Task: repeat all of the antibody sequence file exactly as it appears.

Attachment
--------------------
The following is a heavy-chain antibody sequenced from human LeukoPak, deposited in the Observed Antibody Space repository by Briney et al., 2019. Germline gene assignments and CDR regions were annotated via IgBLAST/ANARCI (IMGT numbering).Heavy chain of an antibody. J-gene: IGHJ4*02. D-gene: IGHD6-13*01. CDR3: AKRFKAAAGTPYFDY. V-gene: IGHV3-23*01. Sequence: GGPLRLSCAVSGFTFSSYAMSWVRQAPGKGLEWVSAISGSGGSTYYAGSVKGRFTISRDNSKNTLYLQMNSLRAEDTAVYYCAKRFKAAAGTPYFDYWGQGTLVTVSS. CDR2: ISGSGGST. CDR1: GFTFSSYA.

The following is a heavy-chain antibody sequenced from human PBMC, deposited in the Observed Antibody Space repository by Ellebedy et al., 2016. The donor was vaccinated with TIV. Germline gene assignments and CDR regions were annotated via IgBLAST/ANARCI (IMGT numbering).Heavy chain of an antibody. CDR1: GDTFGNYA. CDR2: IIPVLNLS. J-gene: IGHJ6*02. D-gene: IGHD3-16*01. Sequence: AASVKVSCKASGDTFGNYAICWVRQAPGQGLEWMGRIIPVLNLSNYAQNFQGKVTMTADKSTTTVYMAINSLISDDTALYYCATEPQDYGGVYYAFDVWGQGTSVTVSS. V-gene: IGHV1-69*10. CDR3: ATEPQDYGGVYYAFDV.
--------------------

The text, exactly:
The following is a heavy-chain antibody sequenced from human LeukoPak, deposited in the Observed Antibody Space repository by Briney et al., 2019. Germline gene assignments and CDR regions were annotated via IgBLAST/ANARCI (IMGT numbering).Heavy chain of an antibody. J-gene: IGHJ4*02. D-gene: IGHD6-13*01. CDR3: AKRFKAAAGTPYFDY. V-gene: IGHV3-23*01. Sequence: GGPLRLSCAVSGFTFSSYAMSWVRQAPGKGLEWVSAISGSGGSTYYAGSVKGRFTISRDNSKNTLYLQMNSLRAEDTAVYYCAKRFKAAAGTPYFDYWGQGTLVTVSS. CDR2: ISGSGGST. CDR1: GFTFSSYA.

The following is a heavy-chain antibody sequenced from human PBMC, deposited in the Observed Antibody Space repository by Ellebedy et al., 2016. The donor was vaccinated with TIV. Germline gene assignments and CDR regions were annotated via IgBLAST/ANARCI (IMGT numbering).Heavy chain of an antibody. CDR1: GDTFGNYA. CDR2: IIPVLNLS. J-gene: IGHJ6*02. D-gene: IGHD3-16*01. Sequence: AASVKVSCKASGDTFGNYAICWVRQAPGQGLEWMGRIIPVLNLSNYAQNFQGKVTMTADKSTTTVYMAINSLISDDTALYYCATEPQDYGGVYYAFDVWGQGTSVTVSS. V-gene: IGHV1-69*10. CDR3: ATEPQDYGGVYYAFDV.